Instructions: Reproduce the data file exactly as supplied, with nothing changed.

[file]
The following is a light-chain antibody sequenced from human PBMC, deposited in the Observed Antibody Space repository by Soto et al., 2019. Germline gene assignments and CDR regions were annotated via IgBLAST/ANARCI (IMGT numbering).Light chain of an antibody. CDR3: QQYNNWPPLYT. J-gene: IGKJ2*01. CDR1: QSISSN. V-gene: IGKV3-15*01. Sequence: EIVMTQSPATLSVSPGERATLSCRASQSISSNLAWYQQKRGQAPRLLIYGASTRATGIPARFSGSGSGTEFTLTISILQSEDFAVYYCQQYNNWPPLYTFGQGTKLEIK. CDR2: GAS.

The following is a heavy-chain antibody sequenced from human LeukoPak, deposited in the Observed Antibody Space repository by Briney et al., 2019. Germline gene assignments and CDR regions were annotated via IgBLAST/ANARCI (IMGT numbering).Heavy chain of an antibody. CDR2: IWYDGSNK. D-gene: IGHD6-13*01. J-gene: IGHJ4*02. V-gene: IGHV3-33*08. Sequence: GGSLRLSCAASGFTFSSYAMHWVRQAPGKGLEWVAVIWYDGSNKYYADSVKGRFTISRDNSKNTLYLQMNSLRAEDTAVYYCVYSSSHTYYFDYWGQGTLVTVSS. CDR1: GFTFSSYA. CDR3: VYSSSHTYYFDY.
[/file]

The following is a light-chain antibody sequenced from human PBMC, deposited in the Observed Antibody Space repository by Soto et al., 2019. Germline gene assignments and CDR regions were annotated via IgBLAST/ANARCI (IMGT numbering).Light chain of an antibody. CDR3: QQYNNWPPLYT. J-gene: IGKJ2*01. CDR1: QSISSN. V-gene: IGKV3-15*01. Sequence: EIVMTQSPATLSVSPGERATLSCRASQSISSNLAWYQQKRGQAPRLLIYGASTRATGIPARFSGSGSGTEFTLTISILQSEDFAVYYCQQYNNWPPLYTFGQGTKLEIK. CDR2: GAS.

The following is a heavy-chain antibody sequenced from human LeukoPak, deposited in the Observed Antibody Space repository by Briney et al., 2019. Germline gene assignments and CDR regions were annotated via IgBLAST/ANARCI (IMGT numbering).Heavy chain of an antibody. CDR2: IWYDGSNK. D-gene: IGHD6-13*01. J-gene: IGHJ4*02. V-gene: IGHV3-33*08. Sequence: GGSLRLSCAASGFTFSSYAMHWVRQAPGKGLEWVAVIWYDGSNKYYADSVKGRFTISRDNSKNTLYLQMNSLRAEDTAVYYCVYSSSHTYYFDYWGQGTLVTVSS. CDR1: GFTFSSYA. CDR3: VYSSSHTYYFDY.